Sheri Scott, a consultant at Milliman specializing in insurtech, predicts that the demand for actuaries will expand tremendously in the next several years. Insurtech companies are run by incredibly smart people, Sheri says, but many of these companies do not have backgrounds in insurance and the concept of state regulation of rates is very foreign to them. They need actuaries to help them understand the insurance rating and regulation.
CAS Board Director and Uber Chief Actuary Frank Chang agrees that the demand for actuaries in insurtech is growing, mainly to keep up with the explosion of start-up insurtech companies. The insurtech market has gone from a $1.4 billion investment with 144 companies in 2015 to a $4 billion investment with 328 companies in 2017. Frank currently manages a group of 15 actuaries at Uber, and he believes that most or all insurtech companies will need actuaries to help price and analyze products.
Actuaries are also doing more work around mortgage default risk. Our members have traditionally worked for mortgage insurers and are required by the NAIC to give actuarial opinions on mortgage insurers’ reserves. Recently, Freddie Mac and Fannie Mae have been deleveraging their balance sheets by selling bonds backed by mortgages and entering into reinsurance agreements with P&C companies to limit their risk. Many of our members have been pricing and reserving these new reinsurance structures.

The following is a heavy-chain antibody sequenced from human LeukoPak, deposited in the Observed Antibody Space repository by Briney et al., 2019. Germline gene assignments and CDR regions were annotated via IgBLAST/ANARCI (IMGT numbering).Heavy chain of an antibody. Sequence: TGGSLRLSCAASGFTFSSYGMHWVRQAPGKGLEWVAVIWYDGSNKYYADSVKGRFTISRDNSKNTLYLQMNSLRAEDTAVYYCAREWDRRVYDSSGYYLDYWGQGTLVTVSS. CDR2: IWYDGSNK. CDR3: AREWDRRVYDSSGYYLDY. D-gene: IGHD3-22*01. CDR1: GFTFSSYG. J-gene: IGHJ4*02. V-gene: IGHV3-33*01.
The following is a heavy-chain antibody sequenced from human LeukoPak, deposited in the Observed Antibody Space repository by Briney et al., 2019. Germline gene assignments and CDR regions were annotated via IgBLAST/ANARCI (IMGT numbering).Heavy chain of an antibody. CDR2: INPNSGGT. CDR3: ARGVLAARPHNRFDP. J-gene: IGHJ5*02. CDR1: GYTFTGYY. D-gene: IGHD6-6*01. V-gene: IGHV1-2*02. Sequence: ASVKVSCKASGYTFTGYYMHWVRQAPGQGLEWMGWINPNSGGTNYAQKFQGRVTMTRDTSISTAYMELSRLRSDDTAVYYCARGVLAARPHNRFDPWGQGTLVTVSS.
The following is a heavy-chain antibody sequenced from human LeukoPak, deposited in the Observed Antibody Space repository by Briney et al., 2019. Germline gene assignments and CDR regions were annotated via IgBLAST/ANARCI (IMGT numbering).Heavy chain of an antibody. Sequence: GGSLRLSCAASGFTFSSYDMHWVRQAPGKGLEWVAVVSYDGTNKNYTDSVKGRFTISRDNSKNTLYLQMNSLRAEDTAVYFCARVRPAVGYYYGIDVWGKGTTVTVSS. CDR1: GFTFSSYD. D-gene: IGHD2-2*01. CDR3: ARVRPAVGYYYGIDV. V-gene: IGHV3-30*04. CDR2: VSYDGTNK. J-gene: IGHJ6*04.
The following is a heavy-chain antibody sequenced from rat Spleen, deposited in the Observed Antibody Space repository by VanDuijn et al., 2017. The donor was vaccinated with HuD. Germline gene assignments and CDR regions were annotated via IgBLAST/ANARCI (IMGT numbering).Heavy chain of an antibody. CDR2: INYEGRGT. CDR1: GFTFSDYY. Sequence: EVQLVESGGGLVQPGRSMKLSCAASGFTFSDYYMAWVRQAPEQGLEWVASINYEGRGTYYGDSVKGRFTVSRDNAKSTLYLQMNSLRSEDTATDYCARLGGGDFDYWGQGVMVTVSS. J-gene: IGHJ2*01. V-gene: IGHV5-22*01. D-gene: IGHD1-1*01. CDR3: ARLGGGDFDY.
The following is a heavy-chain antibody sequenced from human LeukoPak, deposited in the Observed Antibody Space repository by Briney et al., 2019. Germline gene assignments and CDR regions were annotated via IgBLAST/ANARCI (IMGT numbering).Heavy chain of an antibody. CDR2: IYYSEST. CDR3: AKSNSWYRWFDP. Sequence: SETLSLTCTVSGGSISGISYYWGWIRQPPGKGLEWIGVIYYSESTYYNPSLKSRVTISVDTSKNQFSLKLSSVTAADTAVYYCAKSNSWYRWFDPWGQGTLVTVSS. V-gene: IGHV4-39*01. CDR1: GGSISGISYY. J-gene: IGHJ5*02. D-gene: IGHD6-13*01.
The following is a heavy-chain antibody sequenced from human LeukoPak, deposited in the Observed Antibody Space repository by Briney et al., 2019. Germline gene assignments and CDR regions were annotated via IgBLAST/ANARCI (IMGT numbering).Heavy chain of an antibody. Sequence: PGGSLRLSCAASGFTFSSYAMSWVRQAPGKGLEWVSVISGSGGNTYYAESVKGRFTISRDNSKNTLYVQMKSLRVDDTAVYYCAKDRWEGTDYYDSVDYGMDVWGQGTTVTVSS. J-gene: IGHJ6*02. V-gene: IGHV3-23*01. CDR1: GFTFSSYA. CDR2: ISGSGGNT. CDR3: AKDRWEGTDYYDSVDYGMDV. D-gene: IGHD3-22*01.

Ben Walker, senior managing director at Aon Benfield, says that in 2013 only a couple of companies were active in mortgage transactions. Currently, however, more than 40 companies are active with actuaries working on evaluating mortgage risk — work that can translate into other areas. “Actuaries can export the mortgage skills to related financial credit products (e.g., student loans, auto loans etc.),” Ben says.
In traveling to visit CAS members throughout the world, I have heard a very clear message in many countries: We need more P&C actuaries, and we need them now!
The news at home is also very encouraging: Glassdoor, the jobs and recruiting site, rated data scientist as the number one job. Without a doubt, the CSPA credential will provide actuaries and others with the new skills to flourish in today’s job market. It is certainly an exciting time to be an actuary.